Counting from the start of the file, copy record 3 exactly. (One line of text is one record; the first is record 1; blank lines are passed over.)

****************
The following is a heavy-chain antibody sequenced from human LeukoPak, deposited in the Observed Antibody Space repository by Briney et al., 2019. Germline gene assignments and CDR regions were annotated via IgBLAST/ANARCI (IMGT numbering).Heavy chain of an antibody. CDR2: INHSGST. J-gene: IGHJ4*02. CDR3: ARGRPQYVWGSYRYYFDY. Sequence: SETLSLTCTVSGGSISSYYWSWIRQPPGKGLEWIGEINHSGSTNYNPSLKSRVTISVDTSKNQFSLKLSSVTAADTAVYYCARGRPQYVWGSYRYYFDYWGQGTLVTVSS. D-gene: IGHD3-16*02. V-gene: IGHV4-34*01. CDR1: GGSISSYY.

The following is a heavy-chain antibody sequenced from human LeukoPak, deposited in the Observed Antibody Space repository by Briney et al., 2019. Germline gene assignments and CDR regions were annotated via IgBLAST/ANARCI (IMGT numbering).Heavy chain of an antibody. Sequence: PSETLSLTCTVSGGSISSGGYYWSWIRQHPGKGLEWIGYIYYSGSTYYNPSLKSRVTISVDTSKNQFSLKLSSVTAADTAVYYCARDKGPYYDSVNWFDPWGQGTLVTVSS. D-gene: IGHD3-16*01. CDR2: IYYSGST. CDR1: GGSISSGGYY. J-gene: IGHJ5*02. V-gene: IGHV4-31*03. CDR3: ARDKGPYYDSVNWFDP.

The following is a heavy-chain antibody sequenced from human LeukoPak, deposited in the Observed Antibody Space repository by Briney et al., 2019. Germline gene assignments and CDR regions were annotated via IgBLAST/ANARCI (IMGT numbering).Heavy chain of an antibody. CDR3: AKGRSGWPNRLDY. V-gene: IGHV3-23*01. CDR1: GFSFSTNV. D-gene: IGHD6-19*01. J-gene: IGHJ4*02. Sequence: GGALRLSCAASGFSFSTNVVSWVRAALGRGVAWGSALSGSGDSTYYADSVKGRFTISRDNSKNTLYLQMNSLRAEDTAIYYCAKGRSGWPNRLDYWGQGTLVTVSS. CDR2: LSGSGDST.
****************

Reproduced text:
The following is a heavy-chain antibody sequenced from human LeukoPak, deposited in the Observed Antibody Space repository by Briney et al., 2019. Germline gene assignments and CDR regions were annotated via IgBLAST/ANARCI (IMGT numbering).Heavy chain of an antibody. CDR3: AKGRSGWPNRLDY. V-gene: IGHV3-23*01. CDR1: GFSFSTNV. D-gene: IGHD6-19*01. J-gene: IGHJ4*02. Sequence: GGALRLSCAASGFSFSTNVVSWVRAALGRGVAWGSALSGSGDSTYYADSVKGRFTISRDNSKNTLYLQMNSLRAEDTAIYYCAKGRSGWPNRLDYWGQGTLVTVSS. CDR2: LSGSGDST.